Madrean Lower Montane Pine-Oak Forest and Woodland

Madrean Lower Montane Pine-Oak Forest and Woodland
The view SE from the Methodist Camp Road, with Muhlenbergia bunchgrass and a Schott’s yucca in the foreground near Pinery Canyon, 6100 feet, September 13, 2010. Along this relatively mesic canyon bottom, Apache and Ponderosa pine are up to 20 meters tall and combine for 15-40% cover, depending on aspect. Chihuahuan pine is rare, while Douglas fir is locally common in mesic locales. Silverleaf and Arizona oak combined are the dominant trees, 6 to 7 meters tall, with 24-60% cover. Manzanita is locally common on dry slopes.


The Madrean Lower Montane Pine-Oak Forest and Woodland ecosystem ranges from 5600 to 8400 feet and extends over 25 miles of the study area, from Rough Mountain at the northern end of the Chiricahuas, to Erickson Peak, between Rucker and Price Canyon at the southern end of the range. There is no Lower Montane Pine-oak ecosystem in the Dos Cabezas or Dragoon Mountains. The bedrock geology ranges from volcanic and sub-volcanic rocks from the middle Miocene to Oligocene that characterize much of the Chiricahuas, to sedimentary rocks with local volcanic units (Cretaceous to late Jurassic) found in the upper Cave Creek basin, to smaller inclusions of very old metamorphics (early Proterozoic; 1650 to 1800 Mya) and younger granites (early Miocene to Oligocene; 18 to 38 Mya) at the northern end of the Chiricahuas.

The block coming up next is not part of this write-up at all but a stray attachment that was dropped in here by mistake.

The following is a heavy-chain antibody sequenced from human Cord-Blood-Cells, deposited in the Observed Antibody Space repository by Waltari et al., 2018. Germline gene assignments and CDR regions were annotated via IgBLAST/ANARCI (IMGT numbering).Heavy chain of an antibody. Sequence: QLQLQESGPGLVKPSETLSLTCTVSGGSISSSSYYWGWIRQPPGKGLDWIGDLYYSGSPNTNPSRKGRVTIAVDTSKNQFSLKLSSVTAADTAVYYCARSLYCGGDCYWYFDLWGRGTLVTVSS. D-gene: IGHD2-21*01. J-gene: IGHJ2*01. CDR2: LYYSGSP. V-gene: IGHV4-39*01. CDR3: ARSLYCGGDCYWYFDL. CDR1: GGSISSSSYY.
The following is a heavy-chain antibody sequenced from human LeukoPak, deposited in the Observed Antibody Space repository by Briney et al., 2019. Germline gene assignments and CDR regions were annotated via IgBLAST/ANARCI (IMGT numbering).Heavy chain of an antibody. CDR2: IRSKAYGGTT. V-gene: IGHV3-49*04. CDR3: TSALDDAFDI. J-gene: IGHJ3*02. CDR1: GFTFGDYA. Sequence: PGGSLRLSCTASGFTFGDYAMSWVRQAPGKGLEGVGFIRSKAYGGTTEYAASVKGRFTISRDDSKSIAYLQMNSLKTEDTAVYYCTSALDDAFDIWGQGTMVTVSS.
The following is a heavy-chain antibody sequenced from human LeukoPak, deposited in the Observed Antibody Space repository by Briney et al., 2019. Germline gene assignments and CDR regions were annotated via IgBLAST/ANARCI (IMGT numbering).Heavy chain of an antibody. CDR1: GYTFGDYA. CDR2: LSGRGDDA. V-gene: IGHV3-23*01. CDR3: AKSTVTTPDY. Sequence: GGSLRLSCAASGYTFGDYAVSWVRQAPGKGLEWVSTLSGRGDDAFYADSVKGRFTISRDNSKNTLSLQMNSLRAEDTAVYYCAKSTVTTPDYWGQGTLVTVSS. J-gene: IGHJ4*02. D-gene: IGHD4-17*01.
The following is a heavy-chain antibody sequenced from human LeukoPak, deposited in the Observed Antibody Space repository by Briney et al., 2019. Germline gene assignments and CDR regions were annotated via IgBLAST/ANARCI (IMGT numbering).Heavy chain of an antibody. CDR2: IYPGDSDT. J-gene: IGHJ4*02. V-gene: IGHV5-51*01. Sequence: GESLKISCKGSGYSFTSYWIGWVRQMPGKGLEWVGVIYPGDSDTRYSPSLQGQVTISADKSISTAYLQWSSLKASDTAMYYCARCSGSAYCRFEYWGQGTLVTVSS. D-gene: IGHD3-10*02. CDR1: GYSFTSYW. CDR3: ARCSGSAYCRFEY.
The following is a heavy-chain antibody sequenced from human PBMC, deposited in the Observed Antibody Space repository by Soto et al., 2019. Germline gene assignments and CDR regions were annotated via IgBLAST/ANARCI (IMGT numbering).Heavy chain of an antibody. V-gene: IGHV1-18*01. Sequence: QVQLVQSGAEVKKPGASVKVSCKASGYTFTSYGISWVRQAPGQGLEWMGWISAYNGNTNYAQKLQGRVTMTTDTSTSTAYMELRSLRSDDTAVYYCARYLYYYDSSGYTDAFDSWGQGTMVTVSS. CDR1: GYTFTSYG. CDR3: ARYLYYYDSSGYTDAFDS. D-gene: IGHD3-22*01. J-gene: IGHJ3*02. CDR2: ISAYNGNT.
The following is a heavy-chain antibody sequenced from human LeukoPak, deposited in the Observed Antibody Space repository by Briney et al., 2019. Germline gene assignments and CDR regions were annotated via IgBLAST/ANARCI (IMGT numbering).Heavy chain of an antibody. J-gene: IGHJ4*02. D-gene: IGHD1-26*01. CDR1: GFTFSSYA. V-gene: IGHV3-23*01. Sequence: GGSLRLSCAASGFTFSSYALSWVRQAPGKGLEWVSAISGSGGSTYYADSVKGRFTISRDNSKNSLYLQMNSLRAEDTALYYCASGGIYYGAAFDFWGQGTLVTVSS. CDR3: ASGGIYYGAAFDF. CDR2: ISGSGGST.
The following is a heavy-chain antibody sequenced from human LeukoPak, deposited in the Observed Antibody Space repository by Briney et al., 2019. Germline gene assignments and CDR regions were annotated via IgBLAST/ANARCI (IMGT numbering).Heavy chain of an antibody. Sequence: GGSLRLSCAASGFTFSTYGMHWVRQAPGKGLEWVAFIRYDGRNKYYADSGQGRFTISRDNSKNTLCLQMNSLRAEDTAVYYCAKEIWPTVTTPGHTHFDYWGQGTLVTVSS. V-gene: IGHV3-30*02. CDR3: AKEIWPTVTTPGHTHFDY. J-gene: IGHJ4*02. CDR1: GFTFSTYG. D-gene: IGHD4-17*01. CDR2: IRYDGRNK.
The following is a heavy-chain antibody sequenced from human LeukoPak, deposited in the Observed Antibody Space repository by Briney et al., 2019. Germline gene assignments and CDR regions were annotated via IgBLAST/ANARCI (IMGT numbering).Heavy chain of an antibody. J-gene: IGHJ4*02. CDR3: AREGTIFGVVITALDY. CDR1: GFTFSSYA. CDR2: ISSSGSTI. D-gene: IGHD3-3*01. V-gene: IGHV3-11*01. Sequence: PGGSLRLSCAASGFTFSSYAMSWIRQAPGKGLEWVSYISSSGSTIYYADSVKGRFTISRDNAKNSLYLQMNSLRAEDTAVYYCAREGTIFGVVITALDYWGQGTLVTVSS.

The pine-oak ecosystem clearly favors mesic slopes and canyon bottoms over xeric slopes (64% vs. 36%). The vegetation is a mosaic of P. leiophylla (Chihuahuan Pine) and P. engelmannii (Apache Pine) along with Juniperus deppeana, Pinus discolor, Quercus hypoleucoides, Q, emoryi and Q. arizonica. Douglas fir (Psuedotsuga menziesii), Pinus ponderosa, and P. arizonica can be locally common but are generally not co-dominant. The ecosystem includes drier slopes that lack the pines and Douglas fir, but the conifers return with the next fold in the landscape.

The ecological system is similar to the higher elevation Madrean Upper Montane Conifer-Oak Forest and Woodland, but with these key differences: (1) the Upper Montane Conifer-oak is more than 50% Douglas fir and big pines, while the Lower Montane Pine-oak is more than 50% oak; (2) the Lower Montane pine-oak holds Apache and Chihuahuan pine; and (3) the Lower Montane pine-oak can hold dense manzanita, silk tassel, and silverleaf oak, a kind of chaparral that favors colluvial slopes built of landslide debris.

This matches closely with The National Vegetation Classification System (NVCS) description, which adds:

"Subcanopy and shrub layers may include typical encinal and chaparral species such as Agave spp., Arbutus arizonica, Arctostaphylos pringlei, Arctostaphylos pungens, Garrya wrightii, Nolina spp., Quercus hypoleucoides, Quercus rugosa, and Quercus turbinella. Some stands have moderate cover of perennial graminoids such as Muhlenbergia emersleyi, Muhlenbergia longiligula, Muhlenbergia virescens, and Schizachyrium cirratum. Fires are frequent with perhaps more crown fires than ponderosa pine woodlands, which tend to have more frequent ground fires on gentle slopes."

The view east, on a slope above Pinery Canyon at 5600 feet, near Riggs Spring, 13 September, 2010. Chihuahuan pines (7 to 10 meters) are the dominant vegetation, with 15-25% cover.  The most common associates are pinyon pine (Pinus discolor) (6 meters, 10-14% cover), manzanita (1.5m, 10-14%), silverleaf oak (2.5 m, 10-14%), Arizona oak (4 m, 10-14%), alligator juniper (6 m, 5-9%), and beargrass (Nolina microcarpa) (1 m, 5-9%).  Bullgrass is the most common bunchgrass at this site (1 m, 5-9%).